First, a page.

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Team award the only one which counts

By Gary Caffell

All Blacks coach Steve Hansen is absolutely right.

The only gong really worth winning at the annual World Rugby Awards is that which recognises the best team on the planet.

That the All Blacks would secure that trophy for the seventh consecutive season – and the 10th overall – at the latest ceremony in London was, of course, a foregone conclusion.

They have clearly been the dominant team over the past 12 months, so much so no other country could even have been in the reckoning for that prize.

And, on that subject, I say thanks to the rugby gods for Ireland’s win over the AB’s a couple of weekends ago.

Rugby needed that and the ABs needed that, if only to dent that feeling of invincibility every time the boys in black ran on to the paddock.

I mean let’s face it, if the ABs had, as expected, dealt the Irish a decent beating who the hell would have been interested in their return clash this coming weekend.

Now it’s being billed as the match of the year and the publicity surrounding it has to be good for the game as a whole.

It’s my contention the ABs, stung by the previous defeat, will win in a canter second time round but that’s another story..

Back to the world awards.

The plain truth is that rugby is a team game and while there are times when one or two pieces of individual brilliance will make a difference to the end result it is the effort of all 15 players on the field at any one time which will invariably decide the outcome.

Beauden Barrett has been in grand form for the ABs in recent times and if there had be a player of the year award, which he eventually won, then, yes, he could be seen as a worthy contender.

Not as worthy as Aaron Smith in my book but then again Smith’s indiscretions off the field were always likely to take him out of the picture, weren’t they?

But ask yourself, how well would Barrett have performed in the No 10 jersey without his forwards constantly providing him – and Smith for that matter – with a surfeit of quality possession in game after game.

Anybody who has played at any level in the inside backs will know it’s a heck of a lot different when the ball is coming to you on the front foot rather than the back pedal.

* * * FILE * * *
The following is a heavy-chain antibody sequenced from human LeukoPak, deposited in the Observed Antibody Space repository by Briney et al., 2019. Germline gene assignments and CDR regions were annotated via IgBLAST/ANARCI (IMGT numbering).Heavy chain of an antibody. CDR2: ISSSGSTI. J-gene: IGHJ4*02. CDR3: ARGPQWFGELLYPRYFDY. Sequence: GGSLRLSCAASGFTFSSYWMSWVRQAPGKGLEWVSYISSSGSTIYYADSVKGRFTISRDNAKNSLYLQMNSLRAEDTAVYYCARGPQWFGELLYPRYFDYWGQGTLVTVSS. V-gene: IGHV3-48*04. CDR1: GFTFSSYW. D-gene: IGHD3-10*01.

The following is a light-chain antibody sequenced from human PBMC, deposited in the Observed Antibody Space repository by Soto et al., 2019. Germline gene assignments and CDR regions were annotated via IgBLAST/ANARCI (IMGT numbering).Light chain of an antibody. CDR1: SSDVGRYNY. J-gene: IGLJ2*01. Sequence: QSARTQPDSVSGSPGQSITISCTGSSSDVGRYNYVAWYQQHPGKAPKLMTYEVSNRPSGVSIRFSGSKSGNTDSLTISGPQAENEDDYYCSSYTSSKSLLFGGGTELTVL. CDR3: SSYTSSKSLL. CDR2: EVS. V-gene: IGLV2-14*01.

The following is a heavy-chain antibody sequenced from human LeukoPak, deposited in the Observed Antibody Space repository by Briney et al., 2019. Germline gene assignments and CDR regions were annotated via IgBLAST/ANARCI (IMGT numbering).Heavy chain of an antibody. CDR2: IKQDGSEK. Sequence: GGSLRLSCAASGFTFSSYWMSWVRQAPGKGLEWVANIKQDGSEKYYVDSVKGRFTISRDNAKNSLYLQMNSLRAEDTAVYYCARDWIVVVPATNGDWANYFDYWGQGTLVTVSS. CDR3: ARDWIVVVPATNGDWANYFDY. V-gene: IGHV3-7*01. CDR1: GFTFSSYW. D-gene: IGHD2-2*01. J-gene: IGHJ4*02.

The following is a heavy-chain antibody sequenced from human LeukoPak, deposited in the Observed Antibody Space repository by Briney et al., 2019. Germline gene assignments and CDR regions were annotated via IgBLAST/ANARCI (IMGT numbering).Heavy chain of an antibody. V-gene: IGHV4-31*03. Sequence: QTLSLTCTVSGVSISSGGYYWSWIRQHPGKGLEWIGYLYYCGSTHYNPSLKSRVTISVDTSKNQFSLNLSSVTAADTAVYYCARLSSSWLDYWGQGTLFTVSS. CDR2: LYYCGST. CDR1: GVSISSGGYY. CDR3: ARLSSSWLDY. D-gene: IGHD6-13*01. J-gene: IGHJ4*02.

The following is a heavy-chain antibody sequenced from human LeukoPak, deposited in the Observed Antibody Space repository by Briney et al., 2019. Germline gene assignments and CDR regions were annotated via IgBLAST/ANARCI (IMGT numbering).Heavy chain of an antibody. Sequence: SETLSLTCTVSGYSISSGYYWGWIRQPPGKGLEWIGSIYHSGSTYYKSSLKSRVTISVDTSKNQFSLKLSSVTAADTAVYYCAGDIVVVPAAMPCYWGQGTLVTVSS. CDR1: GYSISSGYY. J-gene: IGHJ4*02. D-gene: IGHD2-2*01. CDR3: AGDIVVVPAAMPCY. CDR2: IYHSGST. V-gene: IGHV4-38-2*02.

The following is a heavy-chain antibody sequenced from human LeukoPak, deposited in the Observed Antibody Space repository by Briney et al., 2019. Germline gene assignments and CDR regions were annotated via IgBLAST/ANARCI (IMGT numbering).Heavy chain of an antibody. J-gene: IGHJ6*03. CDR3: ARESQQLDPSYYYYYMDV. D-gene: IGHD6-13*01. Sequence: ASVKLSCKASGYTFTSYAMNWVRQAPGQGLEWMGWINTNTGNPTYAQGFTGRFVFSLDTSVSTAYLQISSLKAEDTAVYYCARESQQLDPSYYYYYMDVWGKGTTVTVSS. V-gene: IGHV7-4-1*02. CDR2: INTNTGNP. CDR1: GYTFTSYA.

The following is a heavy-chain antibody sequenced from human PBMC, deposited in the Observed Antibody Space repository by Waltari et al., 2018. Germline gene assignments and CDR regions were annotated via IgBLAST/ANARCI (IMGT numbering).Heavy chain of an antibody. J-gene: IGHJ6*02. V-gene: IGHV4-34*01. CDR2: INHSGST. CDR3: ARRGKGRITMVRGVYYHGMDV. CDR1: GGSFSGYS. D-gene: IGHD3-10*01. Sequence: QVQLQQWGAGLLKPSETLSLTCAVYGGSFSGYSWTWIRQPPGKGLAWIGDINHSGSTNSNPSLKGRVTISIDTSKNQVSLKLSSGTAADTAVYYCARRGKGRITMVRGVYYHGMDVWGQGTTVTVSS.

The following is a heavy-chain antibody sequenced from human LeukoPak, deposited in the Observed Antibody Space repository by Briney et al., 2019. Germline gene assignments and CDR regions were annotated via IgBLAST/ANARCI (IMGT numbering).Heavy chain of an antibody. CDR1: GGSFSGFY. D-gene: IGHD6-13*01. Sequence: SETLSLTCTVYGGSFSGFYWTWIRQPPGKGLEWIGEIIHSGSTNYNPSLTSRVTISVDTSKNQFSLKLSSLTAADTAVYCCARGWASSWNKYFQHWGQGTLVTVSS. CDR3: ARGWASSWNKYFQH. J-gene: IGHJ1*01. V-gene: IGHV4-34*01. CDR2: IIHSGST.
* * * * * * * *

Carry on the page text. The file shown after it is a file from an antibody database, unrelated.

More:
Especially if you are as quick on your feet as Barrett!

In essence the Brodie Retallicks, Sam Whitelocks, Kieran Reads and Jerome Kainos of the world provide the bullets for Barrett and company to fire and without them doing the extra hard yards up front those behind them would be far less likely to make a meaningful impact.

It’s the same with the award for best coach.

Yes, here too Hansen had to be the proverbial certainty although the fact the judges picked Aussie loudmouth Michael Cheika the year before did show they had a sense of humour.

That was the year, of course, where the ABs won a second consecutive World Cup, a marvellous achievement which you might have thought would have placed Hansen in the certainty category there too.

That Hansen is outstanding in his field virtually goes without saying but again it is the team aspect which decides just how successful he is.

Yes his style can make individuals better – and probably has – but at the end of the day it will how his whole squad performs as a unit which will dictate whether they win or lose.

While a coach might be the best motivational speaker around it is the players who have to make the decisions in the cauldron of battle.

If the original game plan isn’t working they have to change it, often on the spur of the moment, and the ABs as a whole have clearly shown they have more options collectively than their current rivals in that regard.

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